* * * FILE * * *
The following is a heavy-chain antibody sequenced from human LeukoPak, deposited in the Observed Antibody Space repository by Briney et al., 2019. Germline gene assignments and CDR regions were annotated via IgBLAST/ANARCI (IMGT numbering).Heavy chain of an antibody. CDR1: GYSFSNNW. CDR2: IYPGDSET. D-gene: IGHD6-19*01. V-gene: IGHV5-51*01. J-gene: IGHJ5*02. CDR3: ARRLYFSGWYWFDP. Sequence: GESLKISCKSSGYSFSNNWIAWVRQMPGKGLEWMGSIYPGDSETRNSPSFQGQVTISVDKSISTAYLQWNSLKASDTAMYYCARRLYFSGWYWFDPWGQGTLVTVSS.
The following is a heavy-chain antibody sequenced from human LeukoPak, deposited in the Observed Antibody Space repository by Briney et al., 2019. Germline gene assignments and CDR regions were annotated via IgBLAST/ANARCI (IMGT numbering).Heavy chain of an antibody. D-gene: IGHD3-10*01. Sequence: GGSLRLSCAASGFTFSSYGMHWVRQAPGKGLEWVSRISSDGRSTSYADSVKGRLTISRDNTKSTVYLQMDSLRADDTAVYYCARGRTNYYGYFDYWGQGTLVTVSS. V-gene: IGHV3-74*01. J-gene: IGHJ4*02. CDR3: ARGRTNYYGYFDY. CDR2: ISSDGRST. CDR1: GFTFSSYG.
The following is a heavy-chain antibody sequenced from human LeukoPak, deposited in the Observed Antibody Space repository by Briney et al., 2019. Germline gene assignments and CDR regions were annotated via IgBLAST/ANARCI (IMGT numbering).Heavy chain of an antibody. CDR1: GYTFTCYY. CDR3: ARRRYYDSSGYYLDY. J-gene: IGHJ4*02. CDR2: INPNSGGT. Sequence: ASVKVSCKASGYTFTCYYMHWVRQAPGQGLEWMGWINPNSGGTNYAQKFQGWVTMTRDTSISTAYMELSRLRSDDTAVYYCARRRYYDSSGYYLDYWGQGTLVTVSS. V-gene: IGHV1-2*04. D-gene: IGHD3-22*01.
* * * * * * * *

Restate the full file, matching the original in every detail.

The following is a heavy-chain antibody sequenced from human LeukoPak, deposited in the Observed Antibody Space repository by Briney et al., 2019. Germline gene assignments and CDR regions were annotated via IgBLAST/ANARCI (IMGT numbering).Heavy chain of an antibody. CDR1: GYSFSNNW. CDR2: IYPGDSET. D-gene: IGHD6-19*01. V-gene: IGHV5-51*01. J-gene: IGHJ5*02. CDR3: ARRLYFSGWYWFDP. Sequence: GESLKISCKSSGYSFSNNWIAWVRQMPGKGLEWMGSIYPGDSETRNSPSFQGQVTISVDKSISTAYLQWNSLKASDTAMYYCARRLYFSGWYWFDPWGQGTLVTVSS.
The following is a heavy-chain antibody sequenced from human LeukoPak, deposited in the Observed Antibody Space repository by Briney et al., 2019. Germline gene assignments and CDR regions were annotated via IgBLAST/ANARCI (IMGT numbering).Heavy chain of an antibody. D-gene: IGHD3-10*01. Sequence: GGSLRLSCAASGFTFSSYGMHWVRQAPGKGLEWVSRISSDGRSTSYADSVKGRLTISRDNTKSTVYLQMDSLRADDTAVYYCARGRTNYYGYFDYWGQGTLVTVSS. V-gene: IGHV3-74*01. J-gene: IGHJ4*02. CDR3: ARGRTNYYGYFDY. CDR2: ISSDGRST. CDR1: GFTFSSYG.
The following is a heavy-chain antibody sequenced from human LeukoPak, deposited in the Observed Antibody Space repository by Briney et al., 2019. Germline gene assignments and CDR regions were annotated via IgBLAST/ANARCI (IMGT numbering).Heavy chain of an antibody. CDR1: GYTFTCYY. CDR3: ARRRYYDSSGYYLDY. J-gene: IGHJ4*02. CDR2: INPNSGGT. Sequence: ASVKVSCKASGYTFTCYYMHWVRQAPGQGLEWMGWINPNSGGTNYAQKFQGWVTMTRDTSISTAYMELSRLRSDDTAVYYCARRRYYDSSGYYLDYWGQGTLVTVSS. V-gene: IGHV1-2*04. D-gene: IGHD3-22*01.